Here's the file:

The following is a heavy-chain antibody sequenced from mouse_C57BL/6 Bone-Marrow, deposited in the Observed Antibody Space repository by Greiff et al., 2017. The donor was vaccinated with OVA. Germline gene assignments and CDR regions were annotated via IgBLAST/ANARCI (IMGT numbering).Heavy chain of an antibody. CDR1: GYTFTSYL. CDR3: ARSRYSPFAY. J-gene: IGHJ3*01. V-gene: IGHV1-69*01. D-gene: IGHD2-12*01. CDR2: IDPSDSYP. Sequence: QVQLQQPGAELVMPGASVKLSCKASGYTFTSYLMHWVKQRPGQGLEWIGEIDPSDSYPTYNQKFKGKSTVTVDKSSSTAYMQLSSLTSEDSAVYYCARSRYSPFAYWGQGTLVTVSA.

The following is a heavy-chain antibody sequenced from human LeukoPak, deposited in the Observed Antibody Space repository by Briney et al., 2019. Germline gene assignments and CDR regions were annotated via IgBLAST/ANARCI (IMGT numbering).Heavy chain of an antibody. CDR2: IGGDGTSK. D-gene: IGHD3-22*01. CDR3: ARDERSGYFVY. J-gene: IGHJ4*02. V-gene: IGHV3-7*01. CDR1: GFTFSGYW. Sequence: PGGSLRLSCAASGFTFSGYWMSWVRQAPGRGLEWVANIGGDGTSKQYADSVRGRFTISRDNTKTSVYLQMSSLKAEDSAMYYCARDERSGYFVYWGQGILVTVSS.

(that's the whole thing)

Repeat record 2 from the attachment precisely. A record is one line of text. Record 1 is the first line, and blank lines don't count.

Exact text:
The following is a heavy-chain antibody sequenced from human LeukoPak, deposited in the Observed Antibody Space repository by Briney et al., 2019. Germline gene assignments and CDR regions were annotated via IgBLAST/ANARCI (IMGT numbering).Heavy chain of an antibody. CDR2: IGGDGTSK. D-gene: IGHD3-22*01. CDR3: ARDERSGYFVY. J-gene: IGHJ4*02. V-gene: IGHV3-7*01. CDR1: GFTFSGYW. Sequence: PGGSLRLSCAASGFTFSGYWMSWVRQAPGRGLEWVANIGGDGTSKQYADSVRGRFTISRDNTKTSVYLQMSSLKAEDSAMYYCARDERSGYFVYWGQGILVTVSS.